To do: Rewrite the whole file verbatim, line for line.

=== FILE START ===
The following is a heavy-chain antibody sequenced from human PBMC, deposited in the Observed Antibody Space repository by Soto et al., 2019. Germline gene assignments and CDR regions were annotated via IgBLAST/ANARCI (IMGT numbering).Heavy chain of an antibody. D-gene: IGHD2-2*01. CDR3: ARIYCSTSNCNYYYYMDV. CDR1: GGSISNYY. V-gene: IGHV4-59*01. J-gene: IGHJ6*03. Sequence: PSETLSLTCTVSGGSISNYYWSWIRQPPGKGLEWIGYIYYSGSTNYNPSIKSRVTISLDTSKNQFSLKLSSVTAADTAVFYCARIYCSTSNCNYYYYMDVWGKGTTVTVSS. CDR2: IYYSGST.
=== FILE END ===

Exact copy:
The following is a heavy-chain antibody sequenced from human PBMC, deposited in the Observed Antibody Space repository by Soto et al., 2019. Germline gene assignments and CDR regions were annotated via IgBLAST/ANARCI (IMGT numbering).Heavy chain of an antibody. D-gene: IGHD2-2*01. CDR3: ARIYCSTSNCNYYYYMDV. CDR1: GGSISNYY. V-gene: IGHV4-59*01. J-gene: IGHJ6*03. Sequence: PSETLSLTCTVSGGSISNYYWSWIRQPPGKGLEWIGYIYYSGSTNYNPSIKSRVTISLDTSKNQFSLKLSSVTAADTAVFYCARIYCSTSNCNYYYYMDVWGKGTTVTVSS. CDR2: IYYSGST.